Photo of sharks circling a beached whale secures Australian Geographic’s top nature image prize – ABC News
One of Australia’s top photo competitions has taken to new heights in 2019 — awarding a drone photographer its grand prize for the first time, for a snap of sharks circling a beached whale.
- More than 2,000 images were entered in the Australian Geographic awards
- The top prize went to a photo taken at Cheynes Beach near Albany
- Other prizes went to striking wildlife snaps, as well as pictures showing human impact on the environment
Western Australian Mat Beetson won the 2019 Australian Geographic Nature Photographer of the Year awards on Thursday night, presented by the South Australian Museum.
His drone captured the fin whale in the azure waters of Cheynes Beach, near Albany.
“It was unreal, arriving at a peaceful coastal town with a pristine beach and then seeing this huge whale not even five metres from shore — we then noticed the thrashing close by and realised that a few sharks had also stopped by,” Mr Beetson said.
“I launched the drone to see the aerial view and captured a sequence of photographs, this shot was one of the last ones I took and I was very lucky that the shark came back for a look.”
Mr Beetson’s image was one of 2,219 entered in the annual competition.
“Despite seeing millions of nature photographs over the decades, we have never seen anything that remotely resembles this image,” the judges said of Mr Beetson’s photo.
“Unique and exciting, it reveals incredible beauty in death.”
By contrast, Melissa Williams-Brown’s drone picture of a dead kangaroo represented an uglier truth about environmental degradation.
She won the ‘Our Impact’ category for the photo taken at the Menindee Lakes in New South Wales, which have been deliberately drained as New South Wales and the Murray-Darling Basin battle a prolonged drought.
“The patterns of the many animal footprints in the drying creek reminded me of paintings created by Indigenous Australians and those patterns in the soil kept pulling me back to this specific location over several days,” she told the ABC.
“When I saw the outstretched kangaroo, one of Australia’s most iconic native animals and a symbol of our nation moving forward, lying dead in the intricate patterns around the drying watering hole, it took my breath away.”
Drones bring new perspective, museum says
South Australian Museum’s Director Brian Oldman, welcomed the success of drone photos in this year’s competition.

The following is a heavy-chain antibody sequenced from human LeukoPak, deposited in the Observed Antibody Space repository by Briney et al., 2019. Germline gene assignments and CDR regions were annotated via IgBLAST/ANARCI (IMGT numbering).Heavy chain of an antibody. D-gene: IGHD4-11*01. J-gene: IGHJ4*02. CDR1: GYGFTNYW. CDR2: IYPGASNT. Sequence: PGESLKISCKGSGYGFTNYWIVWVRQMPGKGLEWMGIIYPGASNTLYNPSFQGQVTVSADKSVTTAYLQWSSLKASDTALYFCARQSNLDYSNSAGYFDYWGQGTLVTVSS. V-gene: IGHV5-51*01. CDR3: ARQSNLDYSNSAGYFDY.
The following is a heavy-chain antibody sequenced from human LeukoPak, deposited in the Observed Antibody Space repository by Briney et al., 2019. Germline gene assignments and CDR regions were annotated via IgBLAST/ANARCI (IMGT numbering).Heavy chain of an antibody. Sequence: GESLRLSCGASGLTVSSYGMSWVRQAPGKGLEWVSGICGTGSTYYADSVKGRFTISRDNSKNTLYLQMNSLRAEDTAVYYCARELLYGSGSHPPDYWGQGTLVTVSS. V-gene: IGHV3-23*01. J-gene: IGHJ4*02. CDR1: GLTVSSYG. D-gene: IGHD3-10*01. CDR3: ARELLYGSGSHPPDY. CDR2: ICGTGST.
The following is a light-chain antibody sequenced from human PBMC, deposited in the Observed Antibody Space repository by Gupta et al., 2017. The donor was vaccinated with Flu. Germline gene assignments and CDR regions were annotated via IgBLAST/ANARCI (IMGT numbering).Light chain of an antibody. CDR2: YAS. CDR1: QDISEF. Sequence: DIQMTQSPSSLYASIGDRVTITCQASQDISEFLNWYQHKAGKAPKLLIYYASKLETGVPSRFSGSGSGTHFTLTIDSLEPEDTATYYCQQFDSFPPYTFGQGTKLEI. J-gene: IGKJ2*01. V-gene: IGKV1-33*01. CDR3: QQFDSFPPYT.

“By having technology such as drones accessible to photographers, it broadens the scope to capture moments that often aren’t seen by the naked eye,” Mr Oldman said.
“It’s a reflection of the continuous growth in photographers adopting new technology year on year.”
Both the South Australian Museum and the Powerhouse Museum in New South Wales will showcase every finalist in exhibitions until November and October respectively.
While drone shots were among those highlighted by the judges this year, other photos taken in more traditional ways were just as striking.
For example, Victorian shutterbug Marcia Riederer’s photo ‘The Ghost of the Forest’ depicts the mysterious ghost fungus mushroom, which uses bioluminescence to glow in the dark.
It was taken in a pine forest at Ocean Grove on Victoria’s Bellarine Peninsula.
Animal behaviour winner
Not all the photos were taken in Australia, with Scott Portelli capturing his image off the coast of Tonga.
It shows humpback whales competing for a female mate.
“Even after 16 years documenting humpback behaviour in the region, it is still truly heart-thumping and adrenaline-pumping action,” Mr Portelli said.
Animal portrait winner
A spikey-looking crab in the Lembeh Strait, off the coast of Sulawesi in Indonesia, earned WA photographer Ross Gudgeon a commendation for animal portraiture.
“Typically, decorator crabs attach pieces of sponge and seaweed to themselves to camouflage and hide from predators (which makes them very poor photographic subjects),” Mr Gudgeon wrote in his caption accompanying the image.
“However, Achaeus spinosus attaches stinging hydroids to itself to ward off potential predators (making it a very attractive subject for photography).”
While Queensland photographer Neil Pritchard claimed the landscape photo award, his image is less about land than it is about moving water.
Mr Pritchard was praised for his photo of a torrential cascade of water at Barron Falls, on the Barron River near Cairns.
“When Barron Falls (Din Din) is in flood, the usually tranquil scene is transformed into a tumultuous cataract as huge volumes of water make their way to the coastal plain below,” Mr Pritchard wrote.
“The sheer violence of this display, coupled with the deafening roar, makes it an unforgettable experience.”
Teenager Floyd Mallon was commended for capturing lightning strikes bursting against a black sky on a beach in the New South Wales Hunter region.
The 17 year old took the photo at Fingal Bay, saying it was the “most amazing display of lightning” that he had ever seen.
“For the composition, I decided to focus on a man standing at the edge of the water with an umbrella to add a sense of scale to the image,” he wrote.
Threatened species winner
Northern Territory photographer Etienne Littlefair captured an apparently narcissistic lizard being tricked by its own reflection.
The photo taken at Adelaide River shows the endangered Mertens’ water monitor with its tongue outstretched.
“This extremely bold specimen ostentatiously approached me to investigate the good-looking lizard in my dome port while I observed another nearby pair engaged in courtship,” Mr Littlefair wrote.
“Sadly for him he was staring at his own reflection, not the mate of his dreams.”
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